A while ago, Dave Fischoff took the time to write about how he made his newest album The Crawl. I would like to thank him for taking the time to do this and I can't wait to work with him again in the future. Please check out this record because it deserves to be heard.
The Making Of The Crawl.
When I first started working on The Crawl, I knew I wanted to do something that was more electronic and sample based, but I also wanted to make an album that was very much rooted in songs. And since the guitar is the only instrument I really know how to play, I started with that. When I first started working on the album, I came up with a bunch of different little guitar ideas, recorded them and wrote them down so Iíd remember how to play them. These werenít complete songs by any means, but eventually, after Iíd come up with several dozen or so, I started going back to all of these little ideas and figuring out ways I could piece them together into larger songs. It was kind of like doing a sonic jigsaw puzzle. In my head, I could hear how one little chord progression might work well with another little chord progression, even though they may have been written months apart. I started putting parts together, changing the occasional key or chord to help things fit properly and writing new bridges to help bring things together. Eventually I got to a point where I had an albumís worth of new material that I could play straight through from start to finish on a guitar.
While I was coming up with these new song ideas, I was also collecting lots of new sounds. Iíd sample anything I could get my hands on: stuff Iíd recorded with my minidisc, movie soundtracks, sound effects CDs, other peoples albumsÖanything. I ended up putting together a pretty large sample library (thereís several thousand different samples on my computer right now) but they arenít samples in the way a lot of people might think of them- they arenít entire phrases of music lifted from other peopleís recordings. Theyíre usually not much more than a single sound- a violin note that I can loop and play back at different pitches, a single kickdrum hit, or a steady hum that a machine makes that I can loop, tweak and turn into a new kind of instrument on the computer. So after Iíd written all of these songs on guitar, I moved on to the computer and, using a program called Reason, I started to shape all of the samples and eventually built them up into the arrangements you hear on the album. Each song on the album has anywhere from 50 to 100 unique samples contained within it.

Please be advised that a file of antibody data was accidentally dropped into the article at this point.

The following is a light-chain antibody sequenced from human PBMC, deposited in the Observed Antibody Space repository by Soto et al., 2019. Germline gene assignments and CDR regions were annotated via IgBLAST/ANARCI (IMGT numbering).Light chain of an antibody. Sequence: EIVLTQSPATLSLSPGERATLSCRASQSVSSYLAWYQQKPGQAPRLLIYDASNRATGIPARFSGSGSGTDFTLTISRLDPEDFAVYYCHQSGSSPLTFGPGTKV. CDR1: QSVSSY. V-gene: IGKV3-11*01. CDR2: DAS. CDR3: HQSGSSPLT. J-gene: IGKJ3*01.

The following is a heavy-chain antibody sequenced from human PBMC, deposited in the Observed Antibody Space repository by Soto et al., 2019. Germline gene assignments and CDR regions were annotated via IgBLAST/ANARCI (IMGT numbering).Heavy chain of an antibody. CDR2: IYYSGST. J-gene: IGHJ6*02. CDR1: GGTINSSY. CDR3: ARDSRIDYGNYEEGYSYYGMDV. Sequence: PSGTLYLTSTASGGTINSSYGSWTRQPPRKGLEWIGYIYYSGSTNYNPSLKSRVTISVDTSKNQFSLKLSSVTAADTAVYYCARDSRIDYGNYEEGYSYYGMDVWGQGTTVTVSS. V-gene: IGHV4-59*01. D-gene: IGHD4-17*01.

After all of the arrangements were in place, I moved on to the rhythm tracks. And this was definitely one of my favorite parts of the whole process- making the beats. Up until this point, Iíd only used really simple, repetitive rhythm loops, like some of the stuff you hear on my second album, The Ox and the Rainbow, but on The Crawl I got a lot more interested in creating really full sounding rhythm tracks that develop and complement the rest of the music.
After that, when all of the arrangements were finished and the beats were in place, I started piecing together the lyrics. I know some musicians like to start with words and then add the music, but I like to work the other way. I like having a solid musical framework already built that I have to fit lyrics into. Itís one of those examples of how working within certain constraints can really fire up your creativity. Iíd been keeping notebooks full of lyric ideas all along, mostly just little phrases and stuff, never much more than a line or two. And similar to what Iíd done with all of the separate guitar parts that I eventually combined and developed into complete songs, I started picking out phrases I liked from the notebooks, combining them with each other, developing them into more fully realized ideas, and adding new lines until they became finished lyrics. Then I stepped into my walk-in closet that doubles as a recording booth and recorded all of the vocals.
The entire album was recorded in my apartment on a Mac G4 (still running OS9!) with two programs, Reason and Protools, and a single microphone that my friend Jim Zespy loaned me, a CAD E-350. I recorded the entire thing myself and no one, not even the record label, heard a single note of it until it was almost completely finished.